Karate Classes In Bowes Park
Bowes Park Karate Coach
Wanting a karate instructor or karate instructional classes in Bowes Park ?
Karate is a Japanese martial art whose actual physical elements seek the continuing development of defensive and counter-attacking body movements. The themes of conventional karate training are fighting and self-defence, though its mental and moral aspects concentrate on the over-all improvement of the individual. This is facilitated by way of the discipline and persistent effort required in training.
Why It Is Good To train Karate
Healthy for the heart, good for conditioning and mental clarity. Shows you discipline and the ability to follow directions under pressure. Enthusiasts of Karate usually go through the martial art into later life. It provides a sensation of success only achievable by way of certain sports and martial arts.
Karate Lessons/Classes In Bowes Park
Our Karate classes in Bowes Park target many types of people, usually one of these three: People who want to practice a new martial-art or sport activity which keeps them in good shape Those who are intent on learning Karate & Those who would like to develop the capability to defend themselves and increase their self-confidence in day to day life We can assist men, women and children of ages young and old irrespective of their experience or physical ability.
Karate practice (Bowes Park ) – Our Karate Classes in Bowes Park
Karate practice is usually divided into 3 main activities:
Kihon (drilling of stances, blocks, punches, strikes and kicks)
Kata (pre-arranged forms simulating combat situations)
We bring these 3 activities together to bring a complete Karate tuition experience in Bowes Park .
Karate: historical information and facts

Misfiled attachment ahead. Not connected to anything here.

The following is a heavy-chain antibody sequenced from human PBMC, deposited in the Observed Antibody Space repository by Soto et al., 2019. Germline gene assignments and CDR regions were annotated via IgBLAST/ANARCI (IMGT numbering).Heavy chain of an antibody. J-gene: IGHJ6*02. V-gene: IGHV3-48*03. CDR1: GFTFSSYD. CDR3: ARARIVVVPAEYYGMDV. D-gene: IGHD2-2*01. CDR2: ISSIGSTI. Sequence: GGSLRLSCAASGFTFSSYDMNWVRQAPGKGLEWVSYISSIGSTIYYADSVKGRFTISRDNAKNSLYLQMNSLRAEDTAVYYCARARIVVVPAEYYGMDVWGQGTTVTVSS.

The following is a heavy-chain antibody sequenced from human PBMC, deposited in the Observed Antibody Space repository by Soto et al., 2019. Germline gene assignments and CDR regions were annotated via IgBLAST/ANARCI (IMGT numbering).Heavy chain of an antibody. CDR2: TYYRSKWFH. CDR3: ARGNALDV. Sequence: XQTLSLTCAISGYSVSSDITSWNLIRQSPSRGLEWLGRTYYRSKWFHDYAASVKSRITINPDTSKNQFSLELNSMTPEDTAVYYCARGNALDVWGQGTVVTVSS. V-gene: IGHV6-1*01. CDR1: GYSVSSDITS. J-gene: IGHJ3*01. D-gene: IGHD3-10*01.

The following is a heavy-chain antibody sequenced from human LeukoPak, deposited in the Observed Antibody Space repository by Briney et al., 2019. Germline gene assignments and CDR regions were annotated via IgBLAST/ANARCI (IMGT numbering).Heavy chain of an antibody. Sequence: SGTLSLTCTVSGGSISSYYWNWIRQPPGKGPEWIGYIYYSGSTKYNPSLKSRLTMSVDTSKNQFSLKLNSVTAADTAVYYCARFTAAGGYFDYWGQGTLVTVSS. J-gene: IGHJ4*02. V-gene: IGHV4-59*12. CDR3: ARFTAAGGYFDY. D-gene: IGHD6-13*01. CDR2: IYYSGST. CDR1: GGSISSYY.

Karate history can be traced back some 1400 years, to Daruma, founder of Zen Buddhism in Western India. Daruma is said to have introduced Buddhism into China, incorporating spiritual and physical teaching methods that were so demanding that many of his disciples would drop in exhaustion. In order to give them greater strength and endurance, he developed a more progressive training system, which he recorded in a book, Ekkin-Kyo, which may be considered the first book on karate of all time.
The actual physical training, heavily imbued with Daruma’s philosophical principles, was taught in the Shaolin Temple in the year 500 A.D. Shaolin (Shorin) kung-fu, from northern China, was characterized by very colorful, rapid, and dynamic motions; the Shokei school of southern China was known for more powerful and sober techniques. These two kinds of styles found their way to Okinawa, and had their influence on Okinawa’s own original fighting method, called Okinawa-te (Okinawan hand) or simply te. A ban on weapons in Okinawa for two long periods in its history is also partly responsible for the high degree of development of unarmed fighting techniques around the island.
In summary, karate in Okinawa developed from the synthesis of two fighting techniques. The first one, used by the occupants of Okinawa, was very simple but terribly effective and, above all, very close to reality since it was used throughout many centuries in real combat. The second one, much more elaborate and impregnated with philosophical teachings, was a product of the ancient culture of China. These two origins explain the double character of Karate-extremely violent and efficient but at the same time a strict and austere discipline and philosophy with a nonviolent emphasis.
(info courtesy of: Karate Class in Bowes Park )